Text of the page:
Balance giving and saving – Giving is the opposite of greed and when we give in conjunction with saving, our mind isn’t totally focused on accumulation. As you increase your saving, increase your giving to keep a proper balance. While greed would have us believe that we can accumulate more wealth by giving less, don’t forget who is in charge of the results. Look at what happened to the Israelites in Haggai 1:9, “You expected much, but see, it turned out to be little. What you brought home, I blew away. Why?” declares the Lord Almighty. “Because of my house, which remains a ruin, while each of you is busy with your own house.” Be faithful stewards of your money and leave the results up to God.
Nothing should be considered untouchable by God – Everything on your financial statement should be seen as an asset that you’re willing to give up if God lays it on your heart. If you’re not able to let it go, you need to ask if it has become an idol.
Do not have the goal to get rich – 1 Timothy 6:9 “People who want to get rich fall into temptation and a trap and into many foolish and harmful desires that plunge men into ruin and destruction.”It’s easy to think that the life of the rich is easier than it is for the rest of us, but scripture points out the flaw in that thinking. Ecclesiastes 5:12 says “The sleep of a laborer is sweet, whether they eat little or much, but as for the rich, their abundance permits them no sleep.” Riches bring headaches and spiritual dangers. Henry Ford recognized this truth when he said, “I was happier doing a mechanic’s job.”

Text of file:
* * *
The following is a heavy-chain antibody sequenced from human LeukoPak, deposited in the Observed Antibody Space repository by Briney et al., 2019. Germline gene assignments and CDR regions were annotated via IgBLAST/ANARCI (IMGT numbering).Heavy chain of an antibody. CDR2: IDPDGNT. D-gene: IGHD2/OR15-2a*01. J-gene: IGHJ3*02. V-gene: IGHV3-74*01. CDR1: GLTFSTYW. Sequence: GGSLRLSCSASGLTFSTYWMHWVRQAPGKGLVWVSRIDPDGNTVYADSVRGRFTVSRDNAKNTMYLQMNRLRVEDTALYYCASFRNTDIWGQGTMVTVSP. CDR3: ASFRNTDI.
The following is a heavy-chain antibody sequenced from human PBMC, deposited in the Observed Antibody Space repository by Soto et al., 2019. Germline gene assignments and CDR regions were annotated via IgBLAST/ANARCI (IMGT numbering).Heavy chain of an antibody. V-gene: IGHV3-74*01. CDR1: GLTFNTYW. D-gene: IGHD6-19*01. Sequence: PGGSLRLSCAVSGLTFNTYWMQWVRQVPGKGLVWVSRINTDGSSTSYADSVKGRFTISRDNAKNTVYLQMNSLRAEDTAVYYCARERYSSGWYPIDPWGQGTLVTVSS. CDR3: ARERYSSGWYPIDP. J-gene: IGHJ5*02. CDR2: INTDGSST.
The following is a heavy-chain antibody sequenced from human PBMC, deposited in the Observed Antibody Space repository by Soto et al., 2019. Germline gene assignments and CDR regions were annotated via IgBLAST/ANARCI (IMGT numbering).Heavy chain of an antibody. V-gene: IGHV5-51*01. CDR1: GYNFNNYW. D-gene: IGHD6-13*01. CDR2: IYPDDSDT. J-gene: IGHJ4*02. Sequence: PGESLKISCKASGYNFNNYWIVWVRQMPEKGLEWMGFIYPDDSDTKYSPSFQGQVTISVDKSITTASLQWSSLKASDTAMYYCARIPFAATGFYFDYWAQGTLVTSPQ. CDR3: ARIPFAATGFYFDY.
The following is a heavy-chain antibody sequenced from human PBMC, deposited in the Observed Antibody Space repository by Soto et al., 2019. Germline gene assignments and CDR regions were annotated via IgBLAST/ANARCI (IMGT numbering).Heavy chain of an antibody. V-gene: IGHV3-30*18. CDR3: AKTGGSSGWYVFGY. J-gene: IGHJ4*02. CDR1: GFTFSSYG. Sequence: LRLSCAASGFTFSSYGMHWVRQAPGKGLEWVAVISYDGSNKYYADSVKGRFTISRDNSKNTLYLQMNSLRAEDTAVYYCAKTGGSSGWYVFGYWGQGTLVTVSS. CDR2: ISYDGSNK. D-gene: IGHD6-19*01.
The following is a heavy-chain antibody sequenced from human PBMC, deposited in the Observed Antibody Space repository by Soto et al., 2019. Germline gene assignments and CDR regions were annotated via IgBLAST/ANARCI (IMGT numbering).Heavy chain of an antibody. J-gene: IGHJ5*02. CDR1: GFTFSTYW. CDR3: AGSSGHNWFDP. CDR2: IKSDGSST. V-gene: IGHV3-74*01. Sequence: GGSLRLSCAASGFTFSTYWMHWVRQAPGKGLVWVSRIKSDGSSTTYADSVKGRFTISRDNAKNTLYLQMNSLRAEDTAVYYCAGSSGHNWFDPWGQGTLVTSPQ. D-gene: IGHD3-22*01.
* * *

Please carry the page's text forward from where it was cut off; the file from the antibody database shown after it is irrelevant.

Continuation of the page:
Hoarding is a great spiritual danger for all of us, whether we have much or little. We need to protect our hearts and have a proper view of our possessions. Hebrews 13:5 tells us to “Keep your life free from love of money, and be content with what you have, for he has said, ‘I will never leave you nor forsake you.’” Our contentment should be found in Christ, not in our financial status.
I’ll close with the following quote from Dietrich Bonhoeffer on the topic of hoarding:
“Earthly goods are given to be used, not to be collected. In the wilderness God gave Israel the manna every day, and they had no need to worry about food and drink. Indeed, if they kept any of the manna over until the next day, it went bad. In the same way, the disciple must receive his portion from God every day. If he stores it up as a permanent possession, he spoils not only the gift, but himself as well, for he sets his heart on accumulated wealth, and makes it a barrier between himself and God. Where our treasure is, there is our trust, our security, our consolation and our God. Hoarding is idolatry.” ― Dietrich Bonhoeffer, The Cost of Discipleship
This post originally posted October 19, 2016
Brad Graber, CFP® has been working with clients on personal financial planning and investment issues since 1996. He invests his time mentoring and educating individuals on ways to be better stewards of the resources God has entrusted to them.